3 Meme Stocks to Sell in January Before They Crash and Burn

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Meme stocks might be on their way out as fundamentals return as the market’s investment standard. Though there will always be another pump-and-dump or overhyped stock surging well past its fair value, meme stocks to sell are those past their prime.

But a handful of struggling meme stocks are hanging on. Yes, we’ve seen the demise of Bed, Bath, & Beyond, WeWork and more—but some of their meme stocks peers and legions of bagholders cling to hope of a rebound or short squeeze.

Unfortunately, that day isn’t coming anytime soon for these three meme stocks. Instead, they’re among the top meme stocks to sell—if it isn’t too late.

Plug Power (PLUG)

Hydrogen fuel cell developer Plug Power (NASDAQ:PLUG) started its Wall Street journey on the wrong foot. Soon after its IPO, a class action lawsuit alleged that the company misled investors. Just last year, PLUG saw further legal trouble as the SEC fined management $1.25 million after some accounting tricks came to light. With its long, checkered history, is it any wonder the stock is down more than 95% from recent highs?

But there’s still further to fall, even as PLUG trades firmly within penny stock territory. Shares fell off a cliff this week after the company announced a $1 billion equity offering to raise much-needed cash, massively diluting the handful of meme stock hopefuls hanging on. Next week marks a much-anticipated annual business update from the fuel cell company. Whether good news comes from the call remains to be seen, but if you haven’t cut this meme stock loose yet, doing so before the 23rd might be the best course of action.

Rivian Automotive (RIVN)

Times are tough for EV manufacturers everywhere as demand falls. But few EV meme stocks are hanging on by a thread as much as Rivian Automotive (NASDAQ:RIVN). True, the meme stock’s story and proposed value are attractive—but in today’s fundamental-driven market, good stories don’t make a stock worth buying.

That optimism/reality mismatch came to a head this week after shares dropped following a Deutsch Bank downgrade for the meme stock. In the note, analyst Emmanuel Rosner pointed to the “downside [of] expectations around volume and gross margin,” with further concerns about the “timing of capital needs, production ramp, and profitability.”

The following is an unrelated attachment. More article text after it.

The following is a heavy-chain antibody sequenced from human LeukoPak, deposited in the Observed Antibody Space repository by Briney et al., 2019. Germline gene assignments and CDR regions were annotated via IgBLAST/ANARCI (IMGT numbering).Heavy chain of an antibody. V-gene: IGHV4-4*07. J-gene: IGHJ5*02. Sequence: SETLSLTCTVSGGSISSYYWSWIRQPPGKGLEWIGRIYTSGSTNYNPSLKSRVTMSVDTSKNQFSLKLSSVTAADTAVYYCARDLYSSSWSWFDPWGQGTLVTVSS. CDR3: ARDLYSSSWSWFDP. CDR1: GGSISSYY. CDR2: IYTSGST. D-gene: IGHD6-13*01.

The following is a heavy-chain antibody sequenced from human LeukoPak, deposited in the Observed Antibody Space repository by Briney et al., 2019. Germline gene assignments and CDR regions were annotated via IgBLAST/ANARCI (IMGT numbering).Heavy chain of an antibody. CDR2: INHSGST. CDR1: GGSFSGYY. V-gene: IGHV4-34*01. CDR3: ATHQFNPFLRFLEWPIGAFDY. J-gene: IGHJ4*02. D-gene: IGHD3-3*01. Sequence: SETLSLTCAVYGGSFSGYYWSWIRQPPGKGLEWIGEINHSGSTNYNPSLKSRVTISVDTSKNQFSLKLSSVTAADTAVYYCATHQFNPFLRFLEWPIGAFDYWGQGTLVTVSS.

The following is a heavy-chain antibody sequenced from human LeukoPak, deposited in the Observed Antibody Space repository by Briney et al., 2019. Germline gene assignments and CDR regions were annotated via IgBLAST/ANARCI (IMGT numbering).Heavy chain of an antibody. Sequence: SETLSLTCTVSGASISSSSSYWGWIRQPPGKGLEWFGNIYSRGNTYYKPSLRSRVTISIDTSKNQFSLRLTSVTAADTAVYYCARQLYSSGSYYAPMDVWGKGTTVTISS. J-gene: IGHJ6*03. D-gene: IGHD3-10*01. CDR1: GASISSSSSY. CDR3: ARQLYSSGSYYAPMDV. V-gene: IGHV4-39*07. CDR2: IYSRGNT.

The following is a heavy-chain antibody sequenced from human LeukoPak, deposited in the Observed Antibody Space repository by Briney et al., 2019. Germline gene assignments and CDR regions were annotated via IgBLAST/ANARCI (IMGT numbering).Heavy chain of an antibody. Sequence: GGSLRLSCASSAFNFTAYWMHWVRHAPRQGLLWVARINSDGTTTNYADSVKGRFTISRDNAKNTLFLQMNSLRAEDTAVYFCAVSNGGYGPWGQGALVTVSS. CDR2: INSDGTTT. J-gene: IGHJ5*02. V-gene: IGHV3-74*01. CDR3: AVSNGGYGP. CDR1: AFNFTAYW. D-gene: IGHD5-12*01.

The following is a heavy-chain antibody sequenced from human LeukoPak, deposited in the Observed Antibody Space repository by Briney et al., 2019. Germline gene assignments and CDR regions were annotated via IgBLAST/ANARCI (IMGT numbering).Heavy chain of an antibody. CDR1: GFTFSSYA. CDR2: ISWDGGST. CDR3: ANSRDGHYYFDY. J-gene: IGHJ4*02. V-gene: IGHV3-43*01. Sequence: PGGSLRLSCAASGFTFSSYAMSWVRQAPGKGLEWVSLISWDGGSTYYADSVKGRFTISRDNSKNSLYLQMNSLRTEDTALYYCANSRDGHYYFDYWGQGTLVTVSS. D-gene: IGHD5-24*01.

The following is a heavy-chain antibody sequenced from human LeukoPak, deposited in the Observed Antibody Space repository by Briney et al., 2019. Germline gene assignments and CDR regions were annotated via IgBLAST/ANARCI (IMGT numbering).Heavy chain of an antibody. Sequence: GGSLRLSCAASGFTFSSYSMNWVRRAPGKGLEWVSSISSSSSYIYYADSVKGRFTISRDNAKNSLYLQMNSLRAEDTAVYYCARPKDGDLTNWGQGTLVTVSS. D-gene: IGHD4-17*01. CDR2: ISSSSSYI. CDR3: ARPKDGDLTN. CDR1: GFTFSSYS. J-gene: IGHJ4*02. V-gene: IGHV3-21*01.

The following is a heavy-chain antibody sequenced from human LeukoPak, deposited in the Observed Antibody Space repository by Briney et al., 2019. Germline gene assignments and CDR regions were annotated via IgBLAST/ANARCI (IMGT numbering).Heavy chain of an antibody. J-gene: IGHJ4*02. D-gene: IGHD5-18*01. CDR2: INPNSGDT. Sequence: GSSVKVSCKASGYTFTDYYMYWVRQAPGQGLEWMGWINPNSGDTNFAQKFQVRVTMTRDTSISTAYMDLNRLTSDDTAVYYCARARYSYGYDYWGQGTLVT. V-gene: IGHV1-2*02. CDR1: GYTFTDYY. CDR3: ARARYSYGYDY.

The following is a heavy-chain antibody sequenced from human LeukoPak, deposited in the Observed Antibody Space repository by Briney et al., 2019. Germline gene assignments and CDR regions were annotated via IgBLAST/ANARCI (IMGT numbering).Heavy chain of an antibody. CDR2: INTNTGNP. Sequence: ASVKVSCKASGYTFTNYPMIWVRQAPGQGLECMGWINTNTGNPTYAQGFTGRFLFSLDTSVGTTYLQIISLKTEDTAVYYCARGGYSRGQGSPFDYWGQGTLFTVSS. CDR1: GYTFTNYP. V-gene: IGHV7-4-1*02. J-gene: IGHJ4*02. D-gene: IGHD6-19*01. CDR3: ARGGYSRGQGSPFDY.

In other words, where the rubber meets the road, Rivian can’t get rolling fast enough or efficiently enough to propel itself past meme stock status. We have to wait until late next month to see just how tight the company’s position is, but if its last filing indicates, there’s not much upside left for the stock. Notably, in an era where cost-cutting is supreme, the company’s R&D and SG&A costs surged. This kind of financial bloat is a ZIRP-era holdover and is not suited to today’s economy.

AMC Entertainment (AMC)

After Gamestop (NYSE:GME), the top meme stock is undoubtedly AMC Entertainment (NYSE:AMC). But, unlike Gamestop (which stabilized close to where it should trade), there’s no hope left for AMC. The stock has few opportunities to mount a practical comeback after further dilution sacrificed existing shareholder stakes for a quick cash infusion. Their solution?

AMC-branded candy.

Instead of focusing on getting movie watchers in seats or realigning its capital structure to face new realities, AMC’s management decided that “more than a year of study and close collaboration with top confectioners to create premium gourmet chocolate candies.”

We all know that film house margins are razor-thin, and most of their cash comes from concessions—but is spending a year and untold capital on developing in-house candy brands the right move? We’ll see how the company’s earnings pan out next month, but the answer is a resounding no at first glance.

On the date of publication, Jeremy Flint held no positions in the securities mentioned. The opinions expressed in this article are those of the writer, subject to the InvestorPlace.com Publishing Guidelines.

Jeremy Flint, an MBA graduate and skilled finance writer, excels in content strategy for wealth managers and investment funds. Passionate about simplifying complex market concepts, he focuses on fixed-income investing, alternative investments, economic analysis, and the oil, gas, and utilities sectors. Jeremy’s work can also be found at www.jeremyflint.work.

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